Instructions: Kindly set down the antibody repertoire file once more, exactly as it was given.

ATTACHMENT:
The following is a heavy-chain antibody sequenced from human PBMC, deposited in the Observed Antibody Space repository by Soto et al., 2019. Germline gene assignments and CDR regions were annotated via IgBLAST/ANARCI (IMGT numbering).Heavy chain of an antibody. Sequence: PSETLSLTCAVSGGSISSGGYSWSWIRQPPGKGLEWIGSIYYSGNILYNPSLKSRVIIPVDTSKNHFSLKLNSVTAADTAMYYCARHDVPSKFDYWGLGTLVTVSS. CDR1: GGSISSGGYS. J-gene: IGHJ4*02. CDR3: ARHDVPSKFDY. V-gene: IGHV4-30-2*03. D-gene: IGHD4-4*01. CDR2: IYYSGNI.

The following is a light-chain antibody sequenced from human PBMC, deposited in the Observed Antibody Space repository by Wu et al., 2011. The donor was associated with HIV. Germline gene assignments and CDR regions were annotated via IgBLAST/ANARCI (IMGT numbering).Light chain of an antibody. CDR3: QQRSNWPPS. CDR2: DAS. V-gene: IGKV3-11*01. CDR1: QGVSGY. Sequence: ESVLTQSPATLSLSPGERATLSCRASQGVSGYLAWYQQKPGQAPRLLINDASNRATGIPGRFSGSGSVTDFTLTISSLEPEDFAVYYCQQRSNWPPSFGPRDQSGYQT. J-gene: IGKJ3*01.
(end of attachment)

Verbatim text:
The following is a heavy-chain antibody sequenced from human PBMC, deposited in the Observed Antibody Space repository by Soto et al., 2019. Germline gene assignments and CDR regions were annotated via IgBLAST/ANARCI (IMGT numbering).Heavy chain of an antibody. Sequence: PSETLSLTCAVSGGSISSGGYSWSWIRQPPGKGLEWIGSIYYSGNILYNPSLKSRVIIPVDTSKNHFSLKLNSVTAADTAMYYCARHDVPSKFDYWGLGTLVTVSS. CDR1: GGSISSGGYS. J-gene: IGHJ4*02. CDR3: ARHDVPSKFDY. V-gene: IGHV4-30-2*03. D-gene: IGHD4-4*01. CDR2: IYYSGNI.

The following is a light-chain antibody sequenced from human PBMC, deposited in the Observed Antibody Space repository by Wu et al., 2011. The donor was associated with HIV. Germline gene assignments and CDR regions were annotated via IgBLAST/ANARCI (IMGT numbering).Light chain of an antibody. CDR3: QQRSNWPPS. CDR2: DAS. V-gene: IGKV3-11*01. CDR1: QGVSGY. Sequence: ESVLTQSPATLSLSPGERATLSCRASQGVSGYLAWYQQKPGQAPRLLINDASNRATGIPGRFSGSGSVTDFTLTISSLEPEDFAVYYCQQRSNWPPSFGPRDQSGYQT. J-gene: IGKJ3*01.